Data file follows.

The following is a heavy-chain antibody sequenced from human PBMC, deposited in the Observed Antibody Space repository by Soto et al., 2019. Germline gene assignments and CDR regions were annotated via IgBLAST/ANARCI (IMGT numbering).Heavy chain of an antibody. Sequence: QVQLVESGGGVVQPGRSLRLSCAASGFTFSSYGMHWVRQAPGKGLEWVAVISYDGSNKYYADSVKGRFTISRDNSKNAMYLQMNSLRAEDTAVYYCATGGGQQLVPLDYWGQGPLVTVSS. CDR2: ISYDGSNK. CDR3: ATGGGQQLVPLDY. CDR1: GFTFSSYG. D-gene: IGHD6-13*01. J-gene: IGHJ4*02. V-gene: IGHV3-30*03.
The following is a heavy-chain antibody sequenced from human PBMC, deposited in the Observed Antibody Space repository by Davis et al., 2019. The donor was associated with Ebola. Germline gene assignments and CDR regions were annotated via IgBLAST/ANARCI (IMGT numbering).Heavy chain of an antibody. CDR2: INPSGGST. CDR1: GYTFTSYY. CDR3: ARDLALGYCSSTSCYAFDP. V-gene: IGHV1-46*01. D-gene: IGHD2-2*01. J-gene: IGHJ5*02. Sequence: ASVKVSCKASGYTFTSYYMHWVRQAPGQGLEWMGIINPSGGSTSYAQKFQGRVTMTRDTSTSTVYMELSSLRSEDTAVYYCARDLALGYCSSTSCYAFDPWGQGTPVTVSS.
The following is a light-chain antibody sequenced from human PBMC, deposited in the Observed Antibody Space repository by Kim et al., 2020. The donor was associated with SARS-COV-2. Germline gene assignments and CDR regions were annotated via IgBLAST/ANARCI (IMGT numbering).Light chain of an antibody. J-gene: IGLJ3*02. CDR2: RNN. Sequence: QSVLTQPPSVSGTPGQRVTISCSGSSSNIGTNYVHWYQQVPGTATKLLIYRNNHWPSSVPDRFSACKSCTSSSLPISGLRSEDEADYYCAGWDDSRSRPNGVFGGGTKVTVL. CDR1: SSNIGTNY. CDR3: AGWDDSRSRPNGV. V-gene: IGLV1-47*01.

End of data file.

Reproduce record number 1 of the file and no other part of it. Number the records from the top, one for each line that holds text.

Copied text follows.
The following is a heavy-chain antibody sequenced from human PBMC, deposited in the Observed Antibody Space repository by Soto et al., 2019. Germline gene assignments and CDR regions were annotated via IgBLAST/ANARCI (IMGT numbering).Heavy chain of an antibody. Sequence: QVQLVESGGGVVQPGRSLRLSCAASGFTFSSYGMHWVRQAPGKGLEWVAVISYDGSNKYYADSVKGRFTISRDNSKNAMYLQMNSLRAEDTAVYYCATGGGQQLVPLDYWGQGPLVTVSS. CDR2: ISYDGSNK. CDR3: ATGGGQQLVPLDY. CDR1: GFTFSSYG. D-gene: IGHD6-13*01. J-gene: IGHJ4*02. V-gene: IGHV3-30*03.